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|Title:||Thin-layer nanofiltration membranes using engineered biopolymers for seawater desalination pre-treatment processes|
Silva, Carla J. S. M.
Pereira, Sara B.
|Citation:||Büttel, Zsófia; Guimarães, Rodrigo; Santos, Carla; Silva, Carla J.; Pereira, Sara; Mota, Rita; Tamagnini, Paula; Zille, Andrea. Thin-layer nanofiltration membranes using engineered biopolymers for seawater desalination pre-treatment processes, Trabalho apresentado em International Conference on Nanoscience & Nanotechnology - NanoPT, In Book of Abstract, Porto, Portugal, 2013.|
|Abstract(s):||Nowadays water demand already exceeds supply and water scarcity is a global problem. So it is necessary to develop novel technologies to be able to use poorer quality source waters for drinking water production. Once considered as an expensive, ultimate solution for water supply, desalination is becoming affordable. The two most commonly used seawater desalination methods are Multi-stage Flash Distillation (MSF) and Seawater Reverse Osmosis (SWRO). SWRO is less energy demanding compared to MSF, which makes it economically attractive. However there is no backpulsing of the expensive and delicate reverse osmosis (RO) membranes with air or water, so they are susceptible to fouling, causing the loss of their performance. Therefore cleaning the feed water to the highest level possible by nanofiltration, before it reaches the RO membranes would highly increase the efficiency of the process. Nanofiltration (NF) as a feed pre-treatment step is a pressure driven membrane separation process that takes place on a selective layer formed by a semipermeable membrane with properties between RO and ultrafiltration. The objective of this project is the developement of highly efficient thin-film composite (TFC) membranes for SWRO pre-treatment processes based on low-fouling cyanobacterial extracellular polymeric substances (EPS). TFC membranes combine high flux and mechanical strenght, and they are expected to be the key components of any water purification technology in the future. Cyanobacterial EPS are complex heteropolysaccharides with putative antimicrobial and antiviral properties and a particular affinity to bind metal ions [1,2].Within this work, the unicellular N2-fixing marine cyanobacterium Cyanothece sp. CCY 0110 was chosen for RPS production, since it is among the most efficient released polysaccharide (RPS) producers and the polymer has been previously extensively characterised . RPS was produced by growing Cyanothece CCY 0110 in 10L bioreactors, in conditions previously defined and the polymer was isolated following the standard methodology . A polyvinyl alcohol (PVA) / cyanobacterial EPS blend nanofibrous membranes were fabricated by electrospinning using polyvinylidene fluoride (PVDF) as a basal membrane, in order to obtain thin-layer composite nanofiltration membranes. The production of the nanofibers using EPS and PVA as plasticizer in different ratios was produced in a NF-103 MECC Nanon electrospinning equipment with an applied electric field between 15 and 25 kV and a flow of 0,2 mL/h. Morphological, mechanical, chemical and thermal characterization of the electrospun fibers deposited on the basal membranes, were evaluated by atomic force microscopy (AFM), scanning electron microscopy (SEM) and energy dispersive spectroscopy (EDS), dynamical and mechanical analysis (DMA), thermogravimetry (TGA) and differential scanning calorimetry (DSC). The AFM and SEM results show the presence of fibers with dimensions between 54 and 121 nm with low bead formation. In the EDS analysis presence of sulfur elements was observed confirming the inclusion of EPS in the nanofibers. The morphology and diameter of the nanofibers were mainly affected by the concentration of the blend solution and the weight ratio of the blend, respectively. The best PVA/EPS nanofibers were achieved in a ratio of 12 % PVA and 0.4 % EPS. The solution conductivity was ranging 1500 to 3500 μS/cm with a viscosity of about 100 to 500 cP. The DMA results confirmed the miscibility of PVA/EPS blends. The elastic modulus of the nanocomposite mats increased significantly as a consequence of the reinforcing effect of EPS. Thermal and mechanical analysis demonstrated that there were strong intermolecular hydrogen bonds between the molecules EPS-PVA in the blends. The heat-treated electrospun blended membranes showed better tensile mechanical properties when compared with PVA alone, and resisted more against disintegration. A lab-scale nanofiltration was performed in a bench stainless steel Sterlitech tangential flow stirred cell (200 mL) connected to an air pressure system that allow pressure driven filtration up to 10 BAR. Bactericidal activity and biofilm formation were tested using Escherichia coli and Sthaphylococcus aureus as pathogenic microorganisms.|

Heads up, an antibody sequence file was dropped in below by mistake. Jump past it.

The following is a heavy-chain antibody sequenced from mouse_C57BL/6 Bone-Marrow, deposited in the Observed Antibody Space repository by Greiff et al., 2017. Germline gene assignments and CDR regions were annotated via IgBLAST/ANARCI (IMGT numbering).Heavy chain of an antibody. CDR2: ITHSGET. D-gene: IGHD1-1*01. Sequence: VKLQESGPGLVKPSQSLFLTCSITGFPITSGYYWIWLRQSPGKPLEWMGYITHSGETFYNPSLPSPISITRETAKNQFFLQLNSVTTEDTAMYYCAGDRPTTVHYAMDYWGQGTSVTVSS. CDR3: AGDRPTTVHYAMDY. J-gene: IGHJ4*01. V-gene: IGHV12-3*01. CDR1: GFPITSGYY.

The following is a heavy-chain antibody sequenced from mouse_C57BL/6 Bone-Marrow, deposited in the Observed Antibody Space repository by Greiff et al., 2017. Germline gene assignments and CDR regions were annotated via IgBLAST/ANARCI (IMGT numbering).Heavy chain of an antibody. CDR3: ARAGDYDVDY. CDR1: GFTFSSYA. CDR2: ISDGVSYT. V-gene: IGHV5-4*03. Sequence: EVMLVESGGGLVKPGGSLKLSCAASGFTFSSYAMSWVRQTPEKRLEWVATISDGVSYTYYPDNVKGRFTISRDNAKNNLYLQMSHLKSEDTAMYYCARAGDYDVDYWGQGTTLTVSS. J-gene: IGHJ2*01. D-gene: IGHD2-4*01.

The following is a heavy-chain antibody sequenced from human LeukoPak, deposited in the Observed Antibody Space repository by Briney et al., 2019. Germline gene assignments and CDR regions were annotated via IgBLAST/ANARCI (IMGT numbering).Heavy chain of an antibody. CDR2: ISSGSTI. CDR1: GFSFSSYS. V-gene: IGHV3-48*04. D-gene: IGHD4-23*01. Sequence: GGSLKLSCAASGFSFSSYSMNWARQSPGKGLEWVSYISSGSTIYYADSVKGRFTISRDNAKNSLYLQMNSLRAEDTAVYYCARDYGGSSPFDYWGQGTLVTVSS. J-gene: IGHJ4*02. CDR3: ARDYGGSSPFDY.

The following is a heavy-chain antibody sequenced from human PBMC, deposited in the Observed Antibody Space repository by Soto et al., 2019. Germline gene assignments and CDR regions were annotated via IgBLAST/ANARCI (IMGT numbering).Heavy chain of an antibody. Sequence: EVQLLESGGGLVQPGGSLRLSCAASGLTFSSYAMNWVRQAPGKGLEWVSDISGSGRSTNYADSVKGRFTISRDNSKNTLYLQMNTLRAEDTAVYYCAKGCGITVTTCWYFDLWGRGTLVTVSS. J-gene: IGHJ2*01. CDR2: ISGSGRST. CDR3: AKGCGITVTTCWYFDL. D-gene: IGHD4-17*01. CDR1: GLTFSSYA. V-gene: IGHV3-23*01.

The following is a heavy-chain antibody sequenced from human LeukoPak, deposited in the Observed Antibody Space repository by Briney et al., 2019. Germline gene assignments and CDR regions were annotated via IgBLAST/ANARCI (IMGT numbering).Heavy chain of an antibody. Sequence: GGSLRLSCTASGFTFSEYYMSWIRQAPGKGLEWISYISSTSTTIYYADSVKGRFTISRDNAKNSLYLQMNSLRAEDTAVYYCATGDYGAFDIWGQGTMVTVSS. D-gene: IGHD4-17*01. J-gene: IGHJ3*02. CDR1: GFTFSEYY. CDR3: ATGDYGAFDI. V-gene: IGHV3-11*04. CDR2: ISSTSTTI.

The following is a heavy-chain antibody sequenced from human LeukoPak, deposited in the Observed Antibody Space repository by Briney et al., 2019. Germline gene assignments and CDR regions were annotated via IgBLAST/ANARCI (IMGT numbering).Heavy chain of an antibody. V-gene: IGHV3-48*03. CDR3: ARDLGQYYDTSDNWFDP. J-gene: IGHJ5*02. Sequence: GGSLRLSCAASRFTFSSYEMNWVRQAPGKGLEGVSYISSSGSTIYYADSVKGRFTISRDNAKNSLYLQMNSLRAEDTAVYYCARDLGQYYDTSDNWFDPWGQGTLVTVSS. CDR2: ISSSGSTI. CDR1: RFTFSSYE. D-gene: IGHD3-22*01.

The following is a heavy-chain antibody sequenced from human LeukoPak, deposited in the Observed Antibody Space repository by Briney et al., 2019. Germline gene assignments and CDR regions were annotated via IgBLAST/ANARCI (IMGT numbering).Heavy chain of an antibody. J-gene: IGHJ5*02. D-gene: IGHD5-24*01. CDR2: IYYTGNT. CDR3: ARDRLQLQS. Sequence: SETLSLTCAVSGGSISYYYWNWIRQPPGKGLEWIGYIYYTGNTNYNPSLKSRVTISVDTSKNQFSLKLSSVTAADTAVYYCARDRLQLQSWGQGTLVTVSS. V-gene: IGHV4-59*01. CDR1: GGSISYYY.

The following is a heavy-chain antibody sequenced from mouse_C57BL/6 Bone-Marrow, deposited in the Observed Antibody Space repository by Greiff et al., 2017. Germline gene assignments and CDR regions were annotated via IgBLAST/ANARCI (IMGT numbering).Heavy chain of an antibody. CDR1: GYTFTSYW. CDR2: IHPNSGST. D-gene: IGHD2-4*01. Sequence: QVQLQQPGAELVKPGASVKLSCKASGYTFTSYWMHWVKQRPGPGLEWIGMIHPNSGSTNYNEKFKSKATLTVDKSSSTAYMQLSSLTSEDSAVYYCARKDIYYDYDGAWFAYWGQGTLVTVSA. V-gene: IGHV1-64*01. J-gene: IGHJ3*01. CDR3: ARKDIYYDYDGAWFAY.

|Appears in Collections:||DET/2C2T - Comunicações em congressos internacionais com arbitragem científica|